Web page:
In the pre-internet age, a virus was something that required a tissue and aspirin, phishing meant you followed around a grunge band, and patching’s tech definition was limited to putting through a phone call. Fast-forward to today, where viruses spread through the online ecosystem in much the same way strep-throat spreads at a school, phishing has brought down Presidential campaigns and wounded Fortune 500 companies, and proper patching can provide essential protection. The words haven’t changed, but the meanings have.
If you described the online ecosystems that exist today to people 20 years ago, for most, it would be unimaginable. Online ecosystems should be fortresses that are impenetrable from the outside and functional from the inside. However, just as medieval fortresses had their weak spots, so do modern online ones. Hackers know what these weaknesses are and continually probe defenses to find more.
Smarter MSP caught up with Yu Cai, Associate Professor and Program Chair of computer networks and system administration at Michigan Technical University, to talk about how MSPs can identify and defend the inevitable weak spots in an ecosystem. In addition to his academic credentials, Cai has extensive industry experience with brands like IBM and Ford.
Open doors for bad actors
Ironically, the weakest spot in an ecosystem isn’t technical in nature; it’s human nature. After all, who can resist opening that email that looks like it came from Amazon or your bank?
“A very large percentage of cyber-attacks nowadays start with phishing emails,” with Cai citing that the figure is north of 90 percent. Moreover, most of it comes down to inadequate user training. This means MSPs need to continue to offer extensive in-house training to clients and their staff about the different ways they can avoid becoming the next victim of a phishing attack.
Once a phishing attack succeeds, a hacker has breached the fortress and can gain access to every part of the castle. This is where internal defenses are crucial.
“Most of the time victims of phishing attacks are stepping stones to more valuable targets or assets,” Cai explains. These assets often include social security numbers, credit cards, or banking information.
The second weak spot in the fortress is patching, or lack of it. “If people fail to patch their IT systems timely and properly, it is just like leaving a big hole on your front door and inviting bad guys to your home,” says Cai.
Every day there are multiple software patches released to fix software vulnerabilities and security flaws. The security information is available online and can be accessed by everyone, including hackers. Since the “bad guys” are always staying on top of the latest patches, you need to as well, so you can stay one step ahead.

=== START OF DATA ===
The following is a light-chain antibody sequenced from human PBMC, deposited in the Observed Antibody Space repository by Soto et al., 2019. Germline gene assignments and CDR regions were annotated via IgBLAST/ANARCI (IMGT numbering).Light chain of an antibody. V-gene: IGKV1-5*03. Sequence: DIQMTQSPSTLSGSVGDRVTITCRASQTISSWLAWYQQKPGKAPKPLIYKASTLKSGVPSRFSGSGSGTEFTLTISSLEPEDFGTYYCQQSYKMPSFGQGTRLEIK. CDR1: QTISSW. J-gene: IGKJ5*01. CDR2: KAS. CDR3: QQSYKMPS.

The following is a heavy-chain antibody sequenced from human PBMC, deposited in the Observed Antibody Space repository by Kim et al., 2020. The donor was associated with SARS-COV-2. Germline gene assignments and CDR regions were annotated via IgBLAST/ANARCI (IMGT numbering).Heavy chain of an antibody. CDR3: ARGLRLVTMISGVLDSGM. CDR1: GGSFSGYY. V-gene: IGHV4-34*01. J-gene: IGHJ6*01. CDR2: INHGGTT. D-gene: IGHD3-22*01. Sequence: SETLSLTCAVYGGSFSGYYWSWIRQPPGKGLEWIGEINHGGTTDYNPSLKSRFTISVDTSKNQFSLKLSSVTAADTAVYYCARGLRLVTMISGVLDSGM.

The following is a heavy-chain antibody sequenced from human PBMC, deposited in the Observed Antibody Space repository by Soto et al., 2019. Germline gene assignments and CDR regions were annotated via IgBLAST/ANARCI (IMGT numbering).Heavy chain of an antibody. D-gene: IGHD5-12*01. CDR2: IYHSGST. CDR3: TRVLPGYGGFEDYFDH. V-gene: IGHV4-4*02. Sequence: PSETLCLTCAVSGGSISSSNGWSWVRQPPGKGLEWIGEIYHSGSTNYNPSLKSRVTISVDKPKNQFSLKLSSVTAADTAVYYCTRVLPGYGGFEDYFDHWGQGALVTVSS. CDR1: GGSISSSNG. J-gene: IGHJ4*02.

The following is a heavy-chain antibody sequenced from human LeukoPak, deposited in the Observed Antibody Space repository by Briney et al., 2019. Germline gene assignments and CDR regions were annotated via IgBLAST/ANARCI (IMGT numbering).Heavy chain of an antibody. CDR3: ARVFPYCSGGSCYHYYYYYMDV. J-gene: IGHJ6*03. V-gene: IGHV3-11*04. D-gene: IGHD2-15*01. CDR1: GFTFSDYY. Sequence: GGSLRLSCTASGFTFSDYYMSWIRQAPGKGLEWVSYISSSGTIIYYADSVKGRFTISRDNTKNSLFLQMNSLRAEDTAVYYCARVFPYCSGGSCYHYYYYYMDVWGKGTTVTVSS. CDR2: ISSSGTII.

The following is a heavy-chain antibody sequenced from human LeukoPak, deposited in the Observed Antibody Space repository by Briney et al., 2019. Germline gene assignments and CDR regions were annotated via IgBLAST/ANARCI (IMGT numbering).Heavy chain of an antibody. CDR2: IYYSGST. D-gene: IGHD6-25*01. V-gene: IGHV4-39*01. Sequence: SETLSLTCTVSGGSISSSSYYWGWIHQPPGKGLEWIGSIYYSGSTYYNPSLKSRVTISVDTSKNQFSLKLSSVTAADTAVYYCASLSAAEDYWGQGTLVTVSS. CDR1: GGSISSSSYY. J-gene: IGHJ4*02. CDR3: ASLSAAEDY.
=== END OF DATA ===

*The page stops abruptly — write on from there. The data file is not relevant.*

The third weak spot MSPs need to defend is inadequate protection on remote login and mobile devices, which open a whole range of new attack surfaces.
If the fortress is breached
Cai says that MSPs have several tools at their disposal that should be applied preventatively. The first line of defense is “network segmentation, which splits a computer network into several segments. Each network segment should have its own security boundary and protection system,” details Cai. Segmenting’s importance is echoed by fellow MTU professor Bo Chen, assistant professor of computer science.
Chen elaborates, “The entire system should be isolated to different parts, such that if one part is compromised, the breach will not propagate to others. The isolation could be done virtually (techniques like virtualization should help) or physically.”
The second line of defense is internal firewalls and security monitoring. “Internal security mechanisms protecting critical assets can help to “contain” hackers to non-critical areas, even if they gain access to your network,” Cai says.
The third line of defense is privileged account management and monitoring. “Privileged accounts are accounts with access to important resources and critical assets. Stolen, abused, or misused privileged credentials are relied upon by hackers in nearly all security breaches,” Cai explains.
IoT adds doors to the fortress
The growth of IoT has created more attack surfaces, so that the “fortress” has many more “doors” for hackers to breach. “Security of the Internet-of-Things (IoT) is indeed a big concern,” Cai says.
Companies are rushing to satisfy consumer appetite for IoT devices, probably without thinking as much about potentially clunky security mechanisms.
Cai uses the example, “Cheap web cameras from foreign manufacturers impose an enormous amount of security vulnerabilities because most of these IoT manufacturers just don’t have enough experience and expertise with security.”
Add to that, many of these IoT devices end up in the hands of people who don’t have cybersecurity experience.
Cai elaborates, “Many IoT end-users are not adequately trained and don’t have sufficient security knowledge. For example, many IoT users don’t know how to change the default password of a webcam or a home router.” Also, it can be difficult to update and patch IoT devices, which makes defending them even more difficult.
The vast array of IoT devices also makes defense more difficult to defend and more vulnerable to attack.
“It is difficult to have a unified defense strategy that can work for different types of devices, on different types of networks,” Chen says.
From phishing to patching, the meaning of each of these words is evolving, and MSPs need to evolve with the meanings to keep the ecosystems safe and the fortresses locked.
Photo: Kaitlyn Baker / Unsplash